SOC 2 Checklist & Terminology
Now that you have a good understanding of SOC 2 and its importance for businesses that store or process sensitive data, you may still be a little lost, and that’s okay. In this section, we’ll provide you with a checklist of key items to consider and tasks to complete when preparing for a SOC 2 audit.
Additionally, we’ll define some important terminology that you may come across during the audit process. By following this checklist and understanding the key terms, you’ll be well-prepared to navigate the SOC 2 audit and ensure that your business is compliant with the SOC 2 standards.
SOC 2 Audit Checklist (with a downloadable PDF)
Here are the different areas covered by our SOC 2 checklist:
SOC 2 Simplified Glossary
Here are some of the terms and acronyms you may come across:
- AICPA: stands for the American Institute of Certified Public Accountants. SOC audit and reporting standards that define the criteria for managing customer information were designed by this member association.
- SOC 2: “Service Organization Control” 2 is a comprehensive framework applicable to any service provider that stores any kind of client data in the cloud or on-prem. This includes the vast majority of SaaS start-ups. The SOC 2 framework is built on the concept of Trust Service Criteria (TSC), which are grouped into five overarching categories. Each TSC is further divided into corresponding common criteria (often described as CC 1.1, CC 2.0, etc.). The individual common criteria are used for evaluating and reporting on the robustness of an organization’s systems (this usually means your technology and business stack) and policies.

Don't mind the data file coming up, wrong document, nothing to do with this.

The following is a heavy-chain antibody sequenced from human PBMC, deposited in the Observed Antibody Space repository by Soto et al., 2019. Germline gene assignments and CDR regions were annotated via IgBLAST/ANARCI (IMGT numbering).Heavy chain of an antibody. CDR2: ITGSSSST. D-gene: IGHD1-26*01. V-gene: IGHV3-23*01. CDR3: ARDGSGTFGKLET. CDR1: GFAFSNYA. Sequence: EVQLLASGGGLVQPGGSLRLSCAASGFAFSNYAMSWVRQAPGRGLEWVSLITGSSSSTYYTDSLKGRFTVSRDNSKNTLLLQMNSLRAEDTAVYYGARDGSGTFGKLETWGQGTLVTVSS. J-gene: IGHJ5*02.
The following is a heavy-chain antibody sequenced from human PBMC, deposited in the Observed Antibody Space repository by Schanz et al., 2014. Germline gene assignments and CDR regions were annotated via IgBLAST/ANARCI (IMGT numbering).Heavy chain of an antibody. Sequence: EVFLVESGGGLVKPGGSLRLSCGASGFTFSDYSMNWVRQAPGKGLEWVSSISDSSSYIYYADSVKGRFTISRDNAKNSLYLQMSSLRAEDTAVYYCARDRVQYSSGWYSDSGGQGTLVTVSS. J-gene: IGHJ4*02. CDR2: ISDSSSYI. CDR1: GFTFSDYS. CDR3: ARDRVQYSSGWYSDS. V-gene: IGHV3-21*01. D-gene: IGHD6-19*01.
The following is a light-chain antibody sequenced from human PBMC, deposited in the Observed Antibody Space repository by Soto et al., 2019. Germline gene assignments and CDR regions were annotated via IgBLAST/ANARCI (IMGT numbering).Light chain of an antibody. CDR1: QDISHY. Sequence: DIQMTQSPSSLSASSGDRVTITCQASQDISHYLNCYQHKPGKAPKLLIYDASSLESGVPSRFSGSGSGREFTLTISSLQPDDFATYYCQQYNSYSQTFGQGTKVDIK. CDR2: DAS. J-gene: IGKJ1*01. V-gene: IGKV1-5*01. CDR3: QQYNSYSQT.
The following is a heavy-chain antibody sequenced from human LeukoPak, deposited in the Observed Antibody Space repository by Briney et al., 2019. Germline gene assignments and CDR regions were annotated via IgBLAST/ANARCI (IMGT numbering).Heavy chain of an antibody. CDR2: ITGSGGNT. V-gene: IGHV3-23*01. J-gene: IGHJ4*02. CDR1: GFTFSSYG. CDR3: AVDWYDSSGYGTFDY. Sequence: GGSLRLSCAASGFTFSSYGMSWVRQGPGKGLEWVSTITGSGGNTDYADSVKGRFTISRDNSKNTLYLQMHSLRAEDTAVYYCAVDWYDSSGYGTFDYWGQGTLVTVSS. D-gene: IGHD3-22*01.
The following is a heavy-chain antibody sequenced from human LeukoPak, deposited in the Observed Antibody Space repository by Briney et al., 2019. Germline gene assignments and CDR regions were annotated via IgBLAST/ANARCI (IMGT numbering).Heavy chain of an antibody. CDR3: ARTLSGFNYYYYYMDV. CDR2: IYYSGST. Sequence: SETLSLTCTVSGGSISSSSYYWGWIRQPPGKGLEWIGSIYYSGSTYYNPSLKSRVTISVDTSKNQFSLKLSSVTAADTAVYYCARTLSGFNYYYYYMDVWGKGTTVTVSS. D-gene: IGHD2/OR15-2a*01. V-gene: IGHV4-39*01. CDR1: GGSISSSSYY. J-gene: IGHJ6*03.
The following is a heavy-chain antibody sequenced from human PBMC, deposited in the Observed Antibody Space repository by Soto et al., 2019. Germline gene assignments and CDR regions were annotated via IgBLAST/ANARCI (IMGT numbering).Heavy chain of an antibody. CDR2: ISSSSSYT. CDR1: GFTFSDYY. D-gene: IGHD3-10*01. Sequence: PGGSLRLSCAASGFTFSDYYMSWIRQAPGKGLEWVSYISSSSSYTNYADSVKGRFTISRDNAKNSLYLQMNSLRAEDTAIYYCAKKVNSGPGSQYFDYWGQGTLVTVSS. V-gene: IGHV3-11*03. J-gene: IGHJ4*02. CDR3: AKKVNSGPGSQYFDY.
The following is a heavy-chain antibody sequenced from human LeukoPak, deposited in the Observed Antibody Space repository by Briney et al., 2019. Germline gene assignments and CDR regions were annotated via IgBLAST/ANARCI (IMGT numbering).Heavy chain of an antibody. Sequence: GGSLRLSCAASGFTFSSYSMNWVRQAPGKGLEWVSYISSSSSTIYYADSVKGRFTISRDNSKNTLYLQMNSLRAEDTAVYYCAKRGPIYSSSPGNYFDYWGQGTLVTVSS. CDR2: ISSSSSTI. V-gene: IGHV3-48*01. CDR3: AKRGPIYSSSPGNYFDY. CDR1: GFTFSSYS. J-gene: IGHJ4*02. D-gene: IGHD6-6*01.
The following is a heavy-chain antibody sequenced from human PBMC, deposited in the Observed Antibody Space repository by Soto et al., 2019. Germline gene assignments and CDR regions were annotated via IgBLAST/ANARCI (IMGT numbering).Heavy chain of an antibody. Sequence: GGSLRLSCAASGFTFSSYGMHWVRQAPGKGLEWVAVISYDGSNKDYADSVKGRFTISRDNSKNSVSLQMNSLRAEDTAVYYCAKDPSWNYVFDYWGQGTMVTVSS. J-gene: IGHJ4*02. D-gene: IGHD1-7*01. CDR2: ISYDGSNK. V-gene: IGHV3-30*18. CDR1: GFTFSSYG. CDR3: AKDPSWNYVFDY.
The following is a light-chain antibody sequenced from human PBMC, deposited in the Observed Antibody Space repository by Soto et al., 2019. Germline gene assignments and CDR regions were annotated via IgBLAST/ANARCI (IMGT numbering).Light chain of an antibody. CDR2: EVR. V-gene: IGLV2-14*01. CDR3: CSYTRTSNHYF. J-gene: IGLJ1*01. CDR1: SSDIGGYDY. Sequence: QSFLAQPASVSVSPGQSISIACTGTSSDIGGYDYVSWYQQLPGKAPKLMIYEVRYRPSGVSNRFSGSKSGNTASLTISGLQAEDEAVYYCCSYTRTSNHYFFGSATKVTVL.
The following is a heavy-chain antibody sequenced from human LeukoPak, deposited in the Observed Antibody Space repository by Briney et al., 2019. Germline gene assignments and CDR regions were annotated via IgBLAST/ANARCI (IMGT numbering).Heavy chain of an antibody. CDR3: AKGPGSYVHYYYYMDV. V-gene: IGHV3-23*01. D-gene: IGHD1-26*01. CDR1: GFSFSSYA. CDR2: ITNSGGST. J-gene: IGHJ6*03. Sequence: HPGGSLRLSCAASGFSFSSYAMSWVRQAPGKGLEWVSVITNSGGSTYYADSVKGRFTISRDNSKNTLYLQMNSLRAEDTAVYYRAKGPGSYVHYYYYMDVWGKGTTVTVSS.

- SOC 2 Audit Firm: SOC 2 audit firms are regulated by the AICPA, and they are required to be independent CPAs. The SOC 2 auditor you choose to work with will examine your controls (which will include evidence collection) to determine whether they are functioning properly. Documents that the auditor may review include:
- Organizational chart
- Inventory of assets
- Processes for onboarding and offboarding
- Processes for managing change
- SOC 2 Report: A SOC report is an audit report done by an objective, third-party firm that would be responsible for assessing your cybersecurity practices. All companies that hold customer information throughout their operation should consider scheduling and go through an audit. Depending on the maturity of the company, the intended audience for the report, and the scope, there are two types of SOC 2 reports to choose from: SOC 2 Type 1 and SOC 2 Type 2.
- SOC 2 Type I Report: A SOC 2 Type I report examines the controls that govern an entity’s security and other applicable criteria at a point in time. This involves an auditor performing a walkthrough of your processes to understand and attest to the design of your internal controls. Therefore, it would usually be the first-ever SOC 2 report for a company.
- SOC Trust Services Criteria: There are five Trust Service Criteria (TSC) or Trust Service Principles (TSP) within the SOC 2 framework. All organizations, independent of size, industry, or customer needs pursuing a SOC 2 have to include the Security Criteria. The others are optional and guided by the business and customer requirements. The five Trust Services Criteria (or Trust Service Principles) are:
- Security: Organizations are assessed on their ability to protect against unauthorized access, unauthorized disclosure of information, and damage to systems that could compromise the availability, integrity, confidentiality of customer data.
- Availability: Information and systems are available for operation and use to meet the demands of its customers. If your organization is responsible for hosting the data that your customers need as a part of utilizing your services, you may consider including this criterion.
- Processing Integrity: Consider this criterion if you are in a transaction-based business. This principle verifies that system processing is complete, valid, accurate, timely, and authorized to meet the objectives.
- Confidentiality: Information designated as confidential is protected to meet the entity’s objectives. To achieve organizational success, sensitive information must be appropriately safeguarded from unwanted access.
- Privacy: Personal information is collected, used, retained, disclosed, and disposed of to meet the entity’s objectives. If you collect the personal information of customers to provide services, this may be a consideration.